US weekly jobless claims rise to 861,000

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A person walks under a marquis for a closed down Paramount theater in Oakland, California on February 12, 2021. (Photo by JOSH EDELSON/AFP via Getty Images)

CHICAGO (NewsNation Now) — The number of Americans filing first-time applications for unemployment benefits unexpectedly rose last week to 861,000.

The U.S. Labor Department released its latest figures Thursday, showing that last week’s jobless claims increased by 13,000 from the week prior. It comes as the economy remains under pressure from the coronavirus pandemic despite a decline in new infections and more businesses reopening.

Before the virus erupted in the United States last March, weekly applications for unemployment benefits had never topped 700,000, even during the Great Recession of 2008-2009.

Part of the increase in claims could be related to the temporary closure of automobile plants beginning last week due to a global semiconductor chip shortage. General Motors announced it would take down production entirely at its Fairfax plant in Kansas City during the week of Feb. 8.

Ford Motor has reduced shifts at its Dearborn truck plant and Kansas City assembly plant.

Meanwhile, the number of Americans receiving traditional unemployment benefits dipped slightly in the week ending Feb. 6, the latest period for which figures are available. More than 4.49 million people received unemployment benefits that week, a drop of roughly 64,000 from the week before.

Two federal unemployment aid programs — one that provides up to an extra 24 weeks of support and another that covers self-employed and gig workers — were extended until March 14 by a $900 billion rescue package that was enacted late last year.

President Joe Biden is proposing to extend both programs through August as part of his $1.9 trillion package now before Congress. The legislation would also provide an additional $400 a week in federal jobless aid, on top of state benefits. That money would replace a $300-a-week benefit that was included in the relief package approved last year.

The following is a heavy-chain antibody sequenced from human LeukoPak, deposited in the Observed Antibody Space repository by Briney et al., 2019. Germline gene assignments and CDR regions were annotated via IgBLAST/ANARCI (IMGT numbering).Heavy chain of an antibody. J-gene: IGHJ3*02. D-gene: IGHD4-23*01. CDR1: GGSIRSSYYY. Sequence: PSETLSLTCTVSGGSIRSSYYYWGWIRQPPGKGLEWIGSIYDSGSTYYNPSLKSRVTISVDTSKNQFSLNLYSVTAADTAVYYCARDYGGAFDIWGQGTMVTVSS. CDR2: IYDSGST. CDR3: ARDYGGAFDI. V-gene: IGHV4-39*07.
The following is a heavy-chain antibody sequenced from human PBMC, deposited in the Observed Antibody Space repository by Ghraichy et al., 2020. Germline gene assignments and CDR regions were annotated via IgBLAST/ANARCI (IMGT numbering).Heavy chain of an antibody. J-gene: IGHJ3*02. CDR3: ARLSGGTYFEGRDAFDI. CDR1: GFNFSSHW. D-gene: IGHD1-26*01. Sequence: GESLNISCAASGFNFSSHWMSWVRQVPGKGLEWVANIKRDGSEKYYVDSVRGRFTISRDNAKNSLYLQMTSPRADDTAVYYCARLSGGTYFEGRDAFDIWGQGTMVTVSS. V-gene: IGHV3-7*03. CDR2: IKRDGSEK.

Some industry data suggests that hiring remains weak. UKG, a company that provides time management software, estimates that among its mostly small-business clients, the number of shifts worked nationally has risen just 0.2% in the past month. That tepid increase signals that hiring has been sluggish so far this month.

Still, the economy has shown signs of picking up as states and cities have eased some business restrictions and the most recent round of $600 stimulus checks have made their way through the economy. Sales at retail stores and restaurants soared in January, jumping 5.3% from December, the government said Wednesday.

Furniture and electronic and appliance stores recorded some of the strongest increases, likely a result of last year’s healthy gain in home sales.

Factory output also rose last month, the Federal Reserve said Wednesday, its fourth straight increase, led by greater production of steel and other metals.

“We may be eventually on the verge of a kind of shoulder, or transition, season for the economy in the coming months as the pandemic eases, more vaccines are administered, and consumers increase spending followed by a pick-up in hiring,” said Mark Hamrick, Bankrate‘s senior economic analyst. “The possibility becomes more probable when and if further economic relief legislation is approved, following up on the better-than-expected January retail sales figures spurred in part by $600 stimulus payments.”

The Associated Press and Reuters contributed to this report. Reporting by AP’s Christopher Rugaber and Reuters’ Lucia Mutikani.

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